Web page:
I’d also forgotten just how much I love the incredibly odd shield effects and the end credits where the cast all sit for their portrait as their name is displayed beside them and smooth Toto plays. 

“Special” Effects

UA: The shield fighting is one of my favourite things. There are so many cool, weird, batty concepts in the book. And I really can’t wait to see how Villeneuve is going to depict them. Dune feels like an adaptation whose time has come. With everything we can do with visual effects these days, it feels like we might finally get something that’s worthy. Back in 1984, so much of the critical response to this took potshots at the visual effects. Star Wars was their standard bearer. 

IM: I think the sandworm effects (at least when there are no humans in the picture) still hold up. The edit can’t do anything about the lack of “pew pew pew.” The ornithopters do look old fashioned, almost like something out of a Flash Gordon serial. They didn’t quite think through the future warfare did they? Sure there are shields and weirding modules, but the battles aren’t really well thought out. Just loads of soldiers running at each other in mid close up.  

UA: I don’t know man. I think that might have been a budget thing. They had blown so much money between Arthur P. Jacobs, Alejandro Jodorwosky, and Ridley Scott before finally telling David Lynch, this $40 million is all you got!

IM: It was the same in the Sci-Fi Channel version though. In the book, it’s mostly just atomics and the weirding way right? Fingers crossed they come up with a cool, interesting method to achieve the weirding way this time.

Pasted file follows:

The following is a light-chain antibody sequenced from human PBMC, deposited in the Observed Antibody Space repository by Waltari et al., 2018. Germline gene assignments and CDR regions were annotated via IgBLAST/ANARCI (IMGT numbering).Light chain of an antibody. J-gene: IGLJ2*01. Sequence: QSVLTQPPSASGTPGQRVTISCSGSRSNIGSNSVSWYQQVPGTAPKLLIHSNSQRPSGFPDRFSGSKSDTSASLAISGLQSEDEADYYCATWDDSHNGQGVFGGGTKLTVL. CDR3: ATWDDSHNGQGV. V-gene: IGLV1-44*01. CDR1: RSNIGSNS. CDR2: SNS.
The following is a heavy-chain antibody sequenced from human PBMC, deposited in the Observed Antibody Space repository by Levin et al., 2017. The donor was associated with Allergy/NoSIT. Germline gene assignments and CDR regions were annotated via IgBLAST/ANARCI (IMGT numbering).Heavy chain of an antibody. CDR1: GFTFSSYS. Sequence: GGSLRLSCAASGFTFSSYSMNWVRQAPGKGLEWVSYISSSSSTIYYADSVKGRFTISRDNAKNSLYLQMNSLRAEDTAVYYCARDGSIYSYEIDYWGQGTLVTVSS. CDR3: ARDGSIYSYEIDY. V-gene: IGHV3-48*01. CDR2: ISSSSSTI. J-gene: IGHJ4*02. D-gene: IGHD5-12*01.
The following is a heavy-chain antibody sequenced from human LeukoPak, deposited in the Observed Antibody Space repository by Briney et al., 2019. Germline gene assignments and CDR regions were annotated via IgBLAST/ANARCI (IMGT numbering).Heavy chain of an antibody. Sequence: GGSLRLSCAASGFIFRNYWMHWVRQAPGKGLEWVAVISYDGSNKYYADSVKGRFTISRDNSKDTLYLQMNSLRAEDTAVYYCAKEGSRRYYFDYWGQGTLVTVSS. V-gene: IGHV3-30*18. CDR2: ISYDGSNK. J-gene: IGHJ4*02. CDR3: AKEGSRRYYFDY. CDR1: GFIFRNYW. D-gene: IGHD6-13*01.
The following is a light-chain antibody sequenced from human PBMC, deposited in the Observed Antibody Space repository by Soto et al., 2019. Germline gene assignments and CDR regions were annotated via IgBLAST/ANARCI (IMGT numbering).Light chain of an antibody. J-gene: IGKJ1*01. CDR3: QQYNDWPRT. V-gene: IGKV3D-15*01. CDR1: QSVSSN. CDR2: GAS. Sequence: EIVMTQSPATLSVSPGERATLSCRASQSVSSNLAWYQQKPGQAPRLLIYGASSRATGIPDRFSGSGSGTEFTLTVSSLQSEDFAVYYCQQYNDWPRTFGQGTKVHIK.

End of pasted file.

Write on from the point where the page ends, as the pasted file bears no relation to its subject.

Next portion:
“Hello?Denis Villeneuve? I have some words of warning for you”

UA: I also think that this next Dune succeeds or fails at the box-office because of marketing. The studios haven’t been great at selling Villeneuve’s movies. They need to lean into the fact that he makes deeply contemplative movies. I think a lot of people went into Arrival and Blade Runner 2049 expecting something completely different. And Dune isn’t a space Western.

IM: With it’s young cast though it could be a space high school movie! After seeing the pitfalls that befell Lynch, hopefully Villenuve can avoid them. After all, “the first step in avoiding a trap is knowing it’s existence…

Dune (1984) Alternative Edition Redux
178 mins
Director: David Lynch
Editor: Spicediver
Writer: David Lynch and Frank Herbert.
Cast: Kyle MacLachlan, Virginia Madsen, Francesca Annis, Kenneth McMillan, Everett McGill, Patrick Stewart, Sting, Max von Sydow, Sean Young, and Jürgen Prochnow,

Dune: The Alternative Edition Redux is not available to stream anywhere. Copies can be found out there, on the Internet, if you know where to look.